Competition: Win Tickets and a Picnic to Legally Blonde!


London’s Best-Kept Secrets: Stained Glass

Image © Steve Lee via Flickr

We pick out the best places to see beautiful pieces of stained glass in London.

Well-endowed as London is when it comes to most expressions of art, it is perhaps surprising that it can be a bit of a challenge to find stained glass in the city. A lack of prominent older pieces is, among other things, due to the Blitz. But contemporary stained glass is not exactly found on every street corner either, so where should aficionados go for the real deal?

The first stop on any stained glass pilgrimage has to be the Victoria and Albert Museum in South Kensington. It has one of the biggest collections in the UK and features a wide range of styles and artists. The Sacred Silver and Stained Glass gallery on the third floor is a good place to start; it’s a rich source of medieval glass, although it features some more contemporary panels as well. This includes ‘The Apparition of the Sacred Heart’, which is the only work by 20th century master Harry Clarke on show in London. The Medieval and Renaissance galleries are worth a visit too, particularly for the beautiful collection of glass from the Sainte-Chappelle that’s on display on level zero. The truly dedicated can delve into the collection even deeper by making an appointment at the archive, which houses drawings by big names including the prolific Arts and Crafts artist Christopher Whall.

Around the corner from the V&A, the Holy Trinity Church is well worth a visit for lovers of the Gothic Revival style. The entire building, including its interior decoration, was designed by George Frederick Bodley and is a lavish, brightly-coloured affair. The exceptionally tall window behind the altar is especially eye-catching.

Staying in the Royal Borough, Bibendum Restaurant on Fulham Road is an amazing Art Deco building which many will know as Michelin House. The three large stained glass windows, all featuring the Michelin Man, are eighties replicas based on designer François Espinasse’s drawings. The original windows were removed in 1940 for safekeeping, but were sadly never recovered after the war.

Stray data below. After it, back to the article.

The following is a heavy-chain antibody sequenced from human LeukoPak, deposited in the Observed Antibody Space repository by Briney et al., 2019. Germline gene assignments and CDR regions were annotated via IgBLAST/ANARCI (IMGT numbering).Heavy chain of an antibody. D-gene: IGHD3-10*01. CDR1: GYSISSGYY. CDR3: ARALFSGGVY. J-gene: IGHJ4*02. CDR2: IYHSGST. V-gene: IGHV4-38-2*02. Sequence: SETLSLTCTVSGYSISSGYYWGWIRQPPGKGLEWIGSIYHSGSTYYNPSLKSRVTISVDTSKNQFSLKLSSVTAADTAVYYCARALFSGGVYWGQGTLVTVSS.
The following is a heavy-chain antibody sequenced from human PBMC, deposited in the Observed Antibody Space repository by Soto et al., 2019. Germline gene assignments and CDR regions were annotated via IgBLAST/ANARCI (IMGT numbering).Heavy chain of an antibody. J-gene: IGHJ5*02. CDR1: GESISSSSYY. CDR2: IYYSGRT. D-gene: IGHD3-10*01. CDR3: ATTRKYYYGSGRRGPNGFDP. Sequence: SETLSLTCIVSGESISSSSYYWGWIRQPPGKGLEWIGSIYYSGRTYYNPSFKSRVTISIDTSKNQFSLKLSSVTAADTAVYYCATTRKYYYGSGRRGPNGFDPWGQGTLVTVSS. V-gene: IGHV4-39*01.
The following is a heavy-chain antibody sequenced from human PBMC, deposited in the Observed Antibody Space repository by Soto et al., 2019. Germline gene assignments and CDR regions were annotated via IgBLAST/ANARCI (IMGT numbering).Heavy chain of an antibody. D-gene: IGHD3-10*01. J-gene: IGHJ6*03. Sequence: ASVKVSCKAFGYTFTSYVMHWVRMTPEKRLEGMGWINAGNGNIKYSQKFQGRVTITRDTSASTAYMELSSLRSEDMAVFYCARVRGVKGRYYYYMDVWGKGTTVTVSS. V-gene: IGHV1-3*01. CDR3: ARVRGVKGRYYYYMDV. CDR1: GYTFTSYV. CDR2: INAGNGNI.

Our last destination in the area is 18 Stafford Terrace, just off Kensington High Street. The former home of Punch cartoonist Edward Linley Sambourne is now open to the public, and has some very remarkable stained glass panels incorporating birds, sunflowers and other natural motifs.

Those of more traditional tastes should venture into the City, were they will have a field day with the panels in the Guildhall. Although a fair few of its windows are 20th century, the recurring heraldic themes give them a nice medieval flavour, and you could easily while away an hour or two trying to decipher the panels representing the various guilds.

Right next door, St Lawrence Jewry’s windows are a unique mix of the old and the new; when the current panels were commissioned after the Second World War, they were designed to fit the wrought-iron pattern used by Christopher Wren, who rebuilt the church after the Great Fire. The nearby Temple Church is also worth a look, if only for the surprisingly self-aware panel that actually depicts the church itself.

Stained glass is not just the prerogative of the church, however. Both the Royal London Hospital in Whitechapel and Charing Cross Hospital boast striking contemporary glass; the former has eight windows by Johannes Schreiter, while Keith Grant’s design for the latter is not so much a window as a façade (it’s 18 metres wide). And if you’re feeling particularly wealthy, or you’re confident enough to pretend to be, pop your head into the reception of venture capital firm Apax Partners. Their office on Jermyn Street has a large panel by ‘the rock star of stained glass’, Brian Clarke.

All in all then, it only takes a little digging to find enough locations for a stained glass day trip around the city. Other options include the Tower of London, Freemason’s Hall, Covent Garden, Southwark Cathedral, St Mary-le-Bow, Westminster Abbey, St Martin-in-the-Fields, and the William Morris Gallery. While you’re at it, why not make it a weekend?